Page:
Wild About Boletus Barrowsii - Recipe for Boletus Barrowsii in Cream Sauce


Now that I know how to correctly identify them, I'm wondering just how many Boletus barrowsii I've overlooked.  With their pale duff colored cap, the B. barrowsii, especially buttons and less mature ones, don't look much like king boletes.  But upon closer inspection, they clearly have the bulbous and netted stalk characteristic of porcini.  This discovery makes me glad that I'm in the habit of feeling up mushrooms.  Upon meeting a new mushroom, I first reach my index finger under the cap and determine whether it has gills or pores or teeth.  Then I get down on the ground, and peer at the stalk.  If I hadn't done so for the rather unassuming mushrooms pictured above, I might never have learned to identify B. barrowsii, which is to date, the best mushroom I've ever tasted.

Here in the north-central Rockies, Boletus rubriceps (aka porcini), the mushroom pretty much every local mycophile is hunting this time of year, displays an unmistakable nearly wine-colored cap.  Once you know how to spot that color, it is very easy to pick out B. rubricepsB. barrowsii, on the other hand, gives every appearance of being a pale version of porcini, and even grow in the same locations; this is why it used to be referred to as white king, and still commonly goes by that name.  However, it has since been recognized as a distinct species and named for Chuck Barrows.

After a good day of mushrooming last week, I was able to do a side by side tasting of six different mushrooms upon returning home.  I sampled B. rubriceps, B. barrowsii, gem-studded puffballs, hawk's wings, hedgehogs, and Albatrellus confluens.  The puffballs had a good nose when fresh, but where somewhat lackluster in the saute pan.  The clear flavor winner, however, was B. barrowsii, which were slightly more flavorful than B. rubricepsB. barrowsii tasted like lightly toasty caramel popcorn, whereas the B. rubriceps tasted more buttery and meaty (they always taste vaguely like unsmoked ham to me, although I've not heard of anyone else with this opinion).

The flavor of the B. barrowsii is so special that after my last mushrooming trip, I set aside all of them to eat separately.  In order to highlight their flavor, I chose to serve them simply, in a cream sauce over pasta.


Boletus Barrowsii* in Cream Sauce over Pasta

Use a soft brush and a vegetable peeler to clean up your mushrooms, then slice them into 1/4" pieces.  Heat a cast iron skillet over medium flame for five minutes, then place the mushrooms into the dry pan.  I know this technique seems odd, but it's fairly common for the more watery wild mushrooms, and helps to drive off moisture and save you from having to use too much butter (did I just utter that phrase?  too much butter?  haha, I say that only in terms of economy and the fact that cream will be added later).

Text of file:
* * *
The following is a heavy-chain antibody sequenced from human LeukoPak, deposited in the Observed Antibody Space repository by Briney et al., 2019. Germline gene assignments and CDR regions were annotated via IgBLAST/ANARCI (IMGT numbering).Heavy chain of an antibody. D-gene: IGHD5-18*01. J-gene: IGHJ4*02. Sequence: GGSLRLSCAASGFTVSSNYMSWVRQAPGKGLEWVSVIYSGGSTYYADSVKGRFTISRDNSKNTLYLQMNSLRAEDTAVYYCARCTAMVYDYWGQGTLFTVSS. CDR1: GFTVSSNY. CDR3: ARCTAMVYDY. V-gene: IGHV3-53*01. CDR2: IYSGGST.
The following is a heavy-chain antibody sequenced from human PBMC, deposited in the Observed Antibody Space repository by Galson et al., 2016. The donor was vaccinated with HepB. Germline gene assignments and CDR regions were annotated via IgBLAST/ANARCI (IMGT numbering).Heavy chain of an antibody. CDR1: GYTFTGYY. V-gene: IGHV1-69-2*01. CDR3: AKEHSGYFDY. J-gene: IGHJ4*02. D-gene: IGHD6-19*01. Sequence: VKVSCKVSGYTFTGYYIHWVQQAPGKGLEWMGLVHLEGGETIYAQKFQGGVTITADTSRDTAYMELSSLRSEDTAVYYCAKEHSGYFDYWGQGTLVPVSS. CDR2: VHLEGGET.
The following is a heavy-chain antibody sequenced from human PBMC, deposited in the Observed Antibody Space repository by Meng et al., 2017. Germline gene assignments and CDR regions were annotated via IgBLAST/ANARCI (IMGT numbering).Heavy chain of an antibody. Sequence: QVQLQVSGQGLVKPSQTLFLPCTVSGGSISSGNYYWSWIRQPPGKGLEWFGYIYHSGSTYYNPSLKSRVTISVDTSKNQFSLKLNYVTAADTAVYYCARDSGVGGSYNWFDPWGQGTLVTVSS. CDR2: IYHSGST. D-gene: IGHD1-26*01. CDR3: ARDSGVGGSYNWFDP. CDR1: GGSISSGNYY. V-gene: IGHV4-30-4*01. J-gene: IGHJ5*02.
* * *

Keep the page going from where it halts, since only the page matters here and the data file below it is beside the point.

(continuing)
Leave the mushrooms in the pan, stirring occasionally, until the water has bubbled off and they start to brown.  Then add in a fat knob of butter, some finely diced onion, salt, and some crumbled dried wild oregano (or herb of your choice).  Saute until the mushrooms take on a deep golden brown, and the onions become soft.

Reduce the heat to medium low, add cream, and let it gently simmer down for a few minutes to make a nice thick sauce.  Adjust salt, if necessary, only after the sauce has reduced.  Serve over pasta, garnished with a finely diced garden tomato and some parsley.

*any edible mushroom may be used in this recipe


I'm sharing this post with Real Food Wednesday, and Pennywise Platter Thursday.

Comments

  1. Wait until you discover Saffron Milky Cap (Lactarius delicious) which is way more aromatic and tasty with its crisp texture! All Boletes will seem to you archaic :)
    From all Boletes I still prefer the King Bolete because all others have softer and less firm flesh.

    ReplyDelete
  2. I've heard they grow on the same mountain as where I collected these Boletus barrowsii. I just need to find one and do a spore print, and I'll be happy to report back.

    ReplyDelete
  3. Yes, they should. Now is the season for them. I hope to find more of them this weekend and place the proper descriptions on my blog. I really like them and want to salt some for winter use :)

    ReplyDelete
  4. still afraid... i have a few growing close by. had to take them to my grocer to know for sure.

    Love the recipe now!

    ReplyDelete
  5. I favor the barrowsii over edulus as well, although it really depends on the recipe. To me, those flavors on top of the earthy mushroom-y tastes are almost floral or slightly tangy like lightly toasted Parmesan cheese. Either way, yum!!

    And now I'll keep an eye out for the Lactarius delicious, too. Ah... so many choices...

    ReplyDelete
  6. Inspired - One step at a time, only do what you are comfortable with. But stay inspired. Wild mushies are heaven!

    LoARSsred - Really, you can't go wrong ;)

    ReplyDelete

Post a Comment

Popular Posts